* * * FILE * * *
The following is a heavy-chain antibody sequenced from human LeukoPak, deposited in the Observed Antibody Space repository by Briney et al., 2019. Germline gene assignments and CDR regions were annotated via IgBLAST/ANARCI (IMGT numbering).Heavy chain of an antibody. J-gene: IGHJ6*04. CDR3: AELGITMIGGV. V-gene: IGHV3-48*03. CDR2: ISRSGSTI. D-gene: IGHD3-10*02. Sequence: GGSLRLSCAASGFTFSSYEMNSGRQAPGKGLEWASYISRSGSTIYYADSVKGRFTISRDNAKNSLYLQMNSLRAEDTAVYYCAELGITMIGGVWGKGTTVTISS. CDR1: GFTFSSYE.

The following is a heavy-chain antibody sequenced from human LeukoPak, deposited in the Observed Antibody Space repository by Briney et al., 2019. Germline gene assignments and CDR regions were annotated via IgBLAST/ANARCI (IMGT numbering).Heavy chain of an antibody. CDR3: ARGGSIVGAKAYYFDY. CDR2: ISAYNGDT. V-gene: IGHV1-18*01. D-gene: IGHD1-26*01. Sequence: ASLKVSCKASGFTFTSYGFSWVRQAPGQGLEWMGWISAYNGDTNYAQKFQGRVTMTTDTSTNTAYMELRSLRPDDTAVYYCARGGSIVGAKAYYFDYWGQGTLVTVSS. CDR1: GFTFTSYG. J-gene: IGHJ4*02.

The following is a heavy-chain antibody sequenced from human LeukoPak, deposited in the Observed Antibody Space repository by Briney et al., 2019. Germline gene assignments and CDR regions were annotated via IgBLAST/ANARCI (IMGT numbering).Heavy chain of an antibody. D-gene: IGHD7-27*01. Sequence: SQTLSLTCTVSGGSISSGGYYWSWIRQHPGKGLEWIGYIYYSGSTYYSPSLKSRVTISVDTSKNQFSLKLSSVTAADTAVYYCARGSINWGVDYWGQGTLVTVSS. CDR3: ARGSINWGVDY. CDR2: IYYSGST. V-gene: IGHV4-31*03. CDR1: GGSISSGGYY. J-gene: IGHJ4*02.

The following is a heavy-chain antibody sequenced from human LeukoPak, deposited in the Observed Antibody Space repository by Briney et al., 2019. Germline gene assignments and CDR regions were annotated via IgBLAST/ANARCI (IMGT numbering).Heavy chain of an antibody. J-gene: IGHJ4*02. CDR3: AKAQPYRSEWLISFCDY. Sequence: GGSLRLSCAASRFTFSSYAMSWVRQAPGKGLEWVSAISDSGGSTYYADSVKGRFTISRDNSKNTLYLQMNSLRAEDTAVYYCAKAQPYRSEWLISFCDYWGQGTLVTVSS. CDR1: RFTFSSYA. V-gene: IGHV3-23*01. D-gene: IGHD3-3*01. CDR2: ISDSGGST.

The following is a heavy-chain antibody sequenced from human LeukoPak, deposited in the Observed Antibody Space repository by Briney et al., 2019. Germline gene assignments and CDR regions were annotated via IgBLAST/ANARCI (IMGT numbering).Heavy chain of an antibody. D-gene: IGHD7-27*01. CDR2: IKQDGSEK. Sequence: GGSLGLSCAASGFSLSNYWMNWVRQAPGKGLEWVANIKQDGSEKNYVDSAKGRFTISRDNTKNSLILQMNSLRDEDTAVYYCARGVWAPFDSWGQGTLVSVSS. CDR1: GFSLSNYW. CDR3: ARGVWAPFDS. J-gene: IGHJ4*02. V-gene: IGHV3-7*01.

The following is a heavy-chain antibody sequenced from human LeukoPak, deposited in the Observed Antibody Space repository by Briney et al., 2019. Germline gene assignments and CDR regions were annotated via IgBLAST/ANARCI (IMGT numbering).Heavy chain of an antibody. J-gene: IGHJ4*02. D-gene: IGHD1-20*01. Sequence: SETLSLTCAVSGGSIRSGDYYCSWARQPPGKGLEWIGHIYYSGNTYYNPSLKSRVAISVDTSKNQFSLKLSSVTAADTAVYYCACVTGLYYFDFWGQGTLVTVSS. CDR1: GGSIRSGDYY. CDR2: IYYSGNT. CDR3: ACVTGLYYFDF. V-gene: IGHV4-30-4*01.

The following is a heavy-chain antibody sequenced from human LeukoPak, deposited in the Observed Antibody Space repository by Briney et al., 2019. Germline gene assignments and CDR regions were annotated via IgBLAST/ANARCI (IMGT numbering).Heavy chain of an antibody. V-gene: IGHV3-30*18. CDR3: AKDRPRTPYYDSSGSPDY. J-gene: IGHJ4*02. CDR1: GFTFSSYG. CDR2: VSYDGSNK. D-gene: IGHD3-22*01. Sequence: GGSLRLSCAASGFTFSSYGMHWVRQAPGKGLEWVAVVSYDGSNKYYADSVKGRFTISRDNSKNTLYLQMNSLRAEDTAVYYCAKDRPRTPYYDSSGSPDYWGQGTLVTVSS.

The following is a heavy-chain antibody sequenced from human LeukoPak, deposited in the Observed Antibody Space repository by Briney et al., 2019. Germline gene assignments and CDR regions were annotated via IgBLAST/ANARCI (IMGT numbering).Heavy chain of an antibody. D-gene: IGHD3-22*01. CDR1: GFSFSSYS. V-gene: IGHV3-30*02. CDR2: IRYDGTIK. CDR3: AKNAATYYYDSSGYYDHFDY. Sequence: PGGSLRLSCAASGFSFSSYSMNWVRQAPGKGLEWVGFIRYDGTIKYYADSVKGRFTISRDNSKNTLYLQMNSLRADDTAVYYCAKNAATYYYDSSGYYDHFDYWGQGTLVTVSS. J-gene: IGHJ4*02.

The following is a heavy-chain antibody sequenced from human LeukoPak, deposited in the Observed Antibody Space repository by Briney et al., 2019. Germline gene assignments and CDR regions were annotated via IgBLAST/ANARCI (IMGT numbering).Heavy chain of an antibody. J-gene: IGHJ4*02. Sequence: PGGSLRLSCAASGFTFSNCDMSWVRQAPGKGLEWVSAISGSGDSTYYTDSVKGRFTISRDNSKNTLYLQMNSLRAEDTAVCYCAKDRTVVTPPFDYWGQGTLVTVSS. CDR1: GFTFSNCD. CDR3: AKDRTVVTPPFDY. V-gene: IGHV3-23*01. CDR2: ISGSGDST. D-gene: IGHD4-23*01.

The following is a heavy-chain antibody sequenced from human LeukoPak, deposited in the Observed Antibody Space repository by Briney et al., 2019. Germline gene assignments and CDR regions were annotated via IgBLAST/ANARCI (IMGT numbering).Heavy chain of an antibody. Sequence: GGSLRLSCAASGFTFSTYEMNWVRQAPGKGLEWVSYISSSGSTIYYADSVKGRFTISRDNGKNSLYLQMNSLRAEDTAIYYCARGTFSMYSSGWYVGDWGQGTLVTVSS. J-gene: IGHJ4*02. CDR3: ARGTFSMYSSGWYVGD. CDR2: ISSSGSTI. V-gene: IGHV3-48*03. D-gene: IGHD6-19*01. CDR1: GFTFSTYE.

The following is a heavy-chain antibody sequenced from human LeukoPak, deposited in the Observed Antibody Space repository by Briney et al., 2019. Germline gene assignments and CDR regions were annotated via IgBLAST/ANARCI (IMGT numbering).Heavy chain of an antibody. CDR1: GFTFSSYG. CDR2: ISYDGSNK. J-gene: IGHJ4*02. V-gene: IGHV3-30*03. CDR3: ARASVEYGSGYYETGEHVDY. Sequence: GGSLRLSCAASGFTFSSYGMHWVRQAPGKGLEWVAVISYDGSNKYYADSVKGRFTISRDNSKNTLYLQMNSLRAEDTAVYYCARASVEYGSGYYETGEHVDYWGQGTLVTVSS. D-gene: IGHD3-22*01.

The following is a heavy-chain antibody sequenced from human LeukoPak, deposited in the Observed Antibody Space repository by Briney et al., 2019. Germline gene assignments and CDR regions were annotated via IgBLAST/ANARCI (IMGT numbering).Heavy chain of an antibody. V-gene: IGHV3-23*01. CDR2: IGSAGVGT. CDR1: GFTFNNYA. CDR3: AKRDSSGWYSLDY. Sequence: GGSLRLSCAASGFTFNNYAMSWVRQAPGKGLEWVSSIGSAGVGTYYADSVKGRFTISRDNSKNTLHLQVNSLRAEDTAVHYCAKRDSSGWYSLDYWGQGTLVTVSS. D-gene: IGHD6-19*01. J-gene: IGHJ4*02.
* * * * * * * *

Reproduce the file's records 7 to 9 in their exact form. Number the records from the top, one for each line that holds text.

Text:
The following is a heavy-chain antibody sequenced from human LeukoPak, deposited in the Observed Antibody Space repository by Briney et al., 2019. Germline gene assignments and CDR regions were annotated via IgBLAST/ANARCI (IMGT numbering).Heavy chain of an antibody. V-gene: IGHV3-30*18. CDR3: AKDRPRTPYYDSSGSPDY. J-gene: IGHJ4*02. CDR1: GFTFSSYG. CDR2: VSYDGSNK. D-gene: IGHD3-22*01. Sequence: GGSLRLSCAASGFTFSSYGMHWVRQAPGKGLEWVAVVSYDGSNKYYADSVKGRFTISRDNSKNTLYLQMNSLRAEDTAVYYCAKDRPRTPYYDSSGSPDYWGQGTLVTVSS.

The following is a heavy-chain antibody sequenced from human LeukoPak, deposited in the Observed Antibody Space repository by Briney et al., 2019. Germline gene assignments and CDR regions were annotated via IgBLAST/ANARCI (IMGT numbering).Heavy chain of an antibody. D-gene: IGHD3-22*01. CDR1: GFSFSSYS. V-gene: IGHV3-30*02. CDR2: IRYDGTIK. CDR3: AKNAATYYYDSSGYYDHFDY. Sequence: PGGSLRLSCAASGFSFSSYSMNWVRQAPGKGLEWVGFIRYDGTIKYYADSVKGRFTISRDNSKNTLYLQMNSLRADDTAVYYCAKNAATYYYDSSGYYDHFDYWGQGTLVTVSS. J-gene: IGHJ4*02.

The following is a heavy-chain antibody sequenced from human LeukoPak, deposited in the Observed Antibody Space repository by Briney et al., 2019. Germline gene assignments and CDR regions were annotated via IgBLAST/ANARCI (IMGT numbering).Heavy chain of an antibody. J-gene: IGHJ4*02. Sequence: PGGSLRLSCAASGFTFSNCDMSWVRQAPGKGLEWVSAISGSGDSTYYTDSVKGRFTISRDNSKNTLYLQMNSLRAEDTAVCYCAKDRTVVTPPFDYWGQGTLVTVSS. CDR1: GFTFSNCD. CDR3: AKDRTVVTPPFDY. V-gene: IGHV3-23*01. CDR2: ISGSGDST. D-gene: IGHD4-23*01.